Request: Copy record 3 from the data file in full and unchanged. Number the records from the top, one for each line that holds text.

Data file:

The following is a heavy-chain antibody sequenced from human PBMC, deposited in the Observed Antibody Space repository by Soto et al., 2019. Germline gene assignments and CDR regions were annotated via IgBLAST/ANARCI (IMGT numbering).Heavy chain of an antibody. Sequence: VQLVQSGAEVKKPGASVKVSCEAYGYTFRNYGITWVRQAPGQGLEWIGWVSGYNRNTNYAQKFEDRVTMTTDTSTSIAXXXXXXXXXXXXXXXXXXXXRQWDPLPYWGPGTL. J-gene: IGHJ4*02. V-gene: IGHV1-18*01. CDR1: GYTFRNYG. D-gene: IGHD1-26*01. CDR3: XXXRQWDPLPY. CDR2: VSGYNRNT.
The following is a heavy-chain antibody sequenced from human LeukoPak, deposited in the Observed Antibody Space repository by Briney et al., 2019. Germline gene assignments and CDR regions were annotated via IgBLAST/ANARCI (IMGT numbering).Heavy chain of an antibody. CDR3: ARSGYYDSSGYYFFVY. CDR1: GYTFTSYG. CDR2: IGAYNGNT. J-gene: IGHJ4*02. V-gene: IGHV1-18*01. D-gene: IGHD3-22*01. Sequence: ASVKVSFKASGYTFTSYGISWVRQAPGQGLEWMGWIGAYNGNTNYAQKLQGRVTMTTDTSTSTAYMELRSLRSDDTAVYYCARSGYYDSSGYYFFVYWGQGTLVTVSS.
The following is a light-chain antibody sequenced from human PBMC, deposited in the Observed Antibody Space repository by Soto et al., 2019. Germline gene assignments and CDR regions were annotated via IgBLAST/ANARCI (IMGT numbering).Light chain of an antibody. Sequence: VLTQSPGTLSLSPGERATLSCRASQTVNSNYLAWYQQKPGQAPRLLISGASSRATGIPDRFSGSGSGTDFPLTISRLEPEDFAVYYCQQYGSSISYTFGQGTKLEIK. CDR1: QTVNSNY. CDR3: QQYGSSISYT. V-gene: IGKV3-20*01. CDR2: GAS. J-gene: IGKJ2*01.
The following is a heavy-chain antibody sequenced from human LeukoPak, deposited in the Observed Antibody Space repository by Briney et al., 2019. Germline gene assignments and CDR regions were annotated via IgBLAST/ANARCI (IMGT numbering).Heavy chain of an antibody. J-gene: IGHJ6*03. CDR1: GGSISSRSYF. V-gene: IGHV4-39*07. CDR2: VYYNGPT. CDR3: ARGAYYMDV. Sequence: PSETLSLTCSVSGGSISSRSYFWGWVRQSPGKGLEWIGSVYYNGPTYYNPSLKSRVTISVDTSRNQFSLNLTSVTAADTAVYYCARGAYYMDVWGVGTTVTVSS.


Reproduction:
The following is a light-chain antibody sequenced from human PBMC, deposited in the Observed Antibody Space repository by Soto et al., 2019. Germline gene assignments and CDR regions were annotated via IgBLAST/ANARCI (IMGT numbering).Light chain of an antibody. Sequence: VLTQSPGTLSLSPGERATLSCRASQTVNSNYLAWYQQKPGQAPRLLISGASSRATGIPDRFSGSGSGTDFPLTISRLEPEDFAVYYCQQYGSSISYTFGQGTKLEIK. CDR1: QTVNSNY. CDR3: QQYGSSISYT. V-gene: IGKV3-20*01. CDR2: GAS. J-gene: IGKJ2*01.